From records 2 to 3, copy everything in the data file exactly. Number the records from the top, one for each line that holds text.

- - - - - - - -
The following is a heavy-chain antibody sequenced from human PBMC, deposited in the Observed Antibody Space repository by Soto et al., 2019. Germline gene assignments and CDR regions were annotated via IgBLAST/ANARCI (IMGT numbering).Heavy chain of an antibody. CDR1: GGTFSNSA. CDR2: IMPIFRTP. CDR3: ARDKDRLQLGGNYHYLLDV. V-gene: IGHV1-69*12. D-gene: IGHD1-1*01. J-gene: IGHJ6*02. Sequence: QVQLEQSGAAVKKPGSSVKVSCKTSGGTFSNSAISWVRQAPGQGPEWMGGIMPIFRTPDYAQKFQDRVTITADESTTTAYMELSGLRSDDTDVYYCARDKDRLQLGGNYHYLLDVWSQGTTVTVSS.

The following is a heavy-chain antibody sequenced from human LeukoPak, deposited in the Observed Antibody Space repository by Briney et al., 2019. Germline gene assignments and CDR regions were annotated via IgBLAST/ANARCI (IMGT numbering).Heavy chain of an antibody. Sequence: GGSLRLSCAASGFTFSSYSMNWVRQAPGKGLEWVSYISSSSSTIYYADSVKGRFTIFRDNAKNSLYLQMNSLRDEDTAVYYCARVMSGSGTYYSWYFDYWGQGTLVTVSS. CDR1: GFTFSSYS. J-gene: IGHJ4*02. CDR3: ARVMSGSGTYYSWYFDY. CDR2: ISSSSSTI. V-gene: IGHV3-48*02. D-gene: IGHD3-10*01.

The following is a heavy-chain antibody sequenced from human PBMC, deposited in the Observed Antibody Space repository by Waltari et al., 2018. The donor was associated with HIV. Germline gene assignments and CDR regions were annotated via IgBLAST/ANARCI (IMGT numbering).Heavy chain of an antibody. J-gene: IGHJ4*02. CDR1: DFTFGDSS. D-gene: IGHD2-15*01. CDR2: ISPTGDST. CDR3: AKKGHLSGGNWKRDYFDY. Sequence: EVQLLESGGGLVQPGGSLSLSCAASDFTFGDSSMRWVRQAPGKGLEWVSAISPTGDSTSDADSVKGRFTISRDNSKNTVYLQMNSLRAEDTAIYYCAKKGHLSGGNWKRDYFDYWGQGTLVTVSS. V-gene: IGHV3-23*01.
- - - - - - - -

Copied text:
The following is a heavy-chain antibody sequenced from human LeukoPak, deposited in the Observed Antibody Space repository by Briney et al., 2019. Germline gene assignments and CDR regions were annotated via IgBLAST/ANARCI (IMGT numbering).Heavy chain of an antibody. Sequence: GGSLRLSCAASGFTFSSYSMNWVRQAPGKGLEWVSYISSSSSTIYYADSVKGRFTIFRDNAKNSLYLQMNSLRDEDTAVYYCARVMSGSGTYYSWYFDYWGQGTLVTVSS. CDR1: GFTFSSYS. J-gene: IGHJ4*02. CDR3: ARVMSGSGTYYSWYFDY. CDR2: ISSSSSTI. V-gene: IGHV3-48*02. D-gene: IGHD3-10*01.

The following is a heavy-chain antibody sequenced from human PBMC, deposited in the Observed Antibody Space repository by Waltari et al., 2018. The donor was associated with HIV. Germline gene assignments and CDR regions were annotated via IgBLAST/ANARCI (IMGT numbering).Heavy chain of an antibody. J-gene: IGHJ4*02. CDR1: DFTFGDSS. D-gene: IGHD2-15*01. CDR2: ISPTGDST. CDR3: AKKGHLSGGNWKRDYFDY. Sequence: EVQLLESGGGLVQPGGSLSLSCAASDFTFGDSSMRWVRQAPGKGLEWVSAISPTGDSTSDADSVKGRFTISRDNSKNTVYLQMNSLRAEDTAIYYCAKKGHLSGGNWKRDYFDYWGQGTLVTVSS. V-gene: IGHV3-23*01.